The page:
... on indefinitely until the war is over and afterwards if I feel I can be of more use here than anywhere else. A few days ago Miss Patricia told me that she would be very glad to pay my expenses, as she believed I was 'a laborer worthy of my hire.' What an extraordinary woman she is and how much she seems to get out of life, if not for herself, then certainly for other people! I shall never forget our first meeting and the way in which she then took hold of the situation. I think ...
— The Campfire Girls on the Field of Honor • Margaret Vandercook

... and touches his cap as he receives it, and the human being whose income is paid in yearly or half-yearly sums, and to whom a pecuniary tip would appear as an insult; yet, of course, that great gulf is the result of training alone. John Smith the laborer, with twelve shillings a week, and the bishop with eight thousand a year, had, by original constitution, precisely the same kind of feeling towards that much-sought, yet much-abused reality which provides the means of life. Who shall reckon up by what millions of slight touches from the hand ...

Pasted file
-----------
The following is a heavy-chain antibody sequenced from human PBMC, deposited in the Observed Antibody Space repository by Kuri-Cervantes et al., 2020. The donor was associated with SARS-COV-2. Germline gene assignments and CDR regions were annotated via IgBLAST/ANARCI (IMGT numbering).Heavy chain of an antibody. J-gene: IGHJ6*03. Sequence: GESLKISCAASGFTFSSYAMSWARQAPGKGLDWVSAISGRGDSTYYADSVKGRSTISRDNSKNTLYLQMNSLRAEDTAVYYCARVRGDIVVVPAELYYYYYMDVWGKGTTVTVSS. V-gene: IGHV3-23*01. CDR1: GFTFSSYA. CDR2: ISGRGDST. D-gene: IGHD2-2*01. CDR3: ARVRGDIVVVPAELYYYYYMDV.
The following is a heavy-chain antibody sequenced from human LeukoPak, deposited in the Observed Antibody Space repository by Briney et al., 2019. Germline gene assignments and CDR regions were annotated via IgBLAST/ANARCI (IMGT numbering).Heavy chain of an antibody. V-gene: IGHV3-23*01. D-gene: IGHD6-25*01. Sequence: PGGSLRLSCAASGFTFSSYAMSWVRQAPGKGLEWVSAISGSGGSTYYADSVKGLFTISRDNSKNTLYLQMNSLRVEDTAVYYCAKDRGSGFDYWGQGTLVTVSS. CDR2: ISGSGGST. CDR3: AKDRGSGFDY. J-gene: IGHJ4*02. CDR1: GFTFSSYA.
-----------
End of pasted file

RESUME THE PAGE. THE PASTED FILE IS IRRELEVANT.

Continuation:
— Atlantic Monthly, Volume 8, No. 48, October, 1861 • Various

... healthy plateau. But, of course, the men who do the first pioneering, even in country like this, encounter dangers and run risks; and they make payment with their bodies. At more than one halting-place we had come across the forlorn grave of some soldier or laborer of the commission. The grave-mound lay within a rude stockade; and an uninscribed wooden cross, gray and weather-beaten, marked the last resting-place of the unknown and forgotten man beneath, the man who had paid with his humble life the cost of pushing the frontier of civilization into the wild ...
— Through the Brazilian Wilderness • Theodore Roosevelt

... quantity. Labor is still at its old value of three shillings a day; but, from increased difficulty in any part of the process, five days' labor are now spent on the production of a hat instead of four. In this second case, Phaedrus, how much will be paid to the laborer? ...
— Memorials and Other Papers • Thomas de Quincey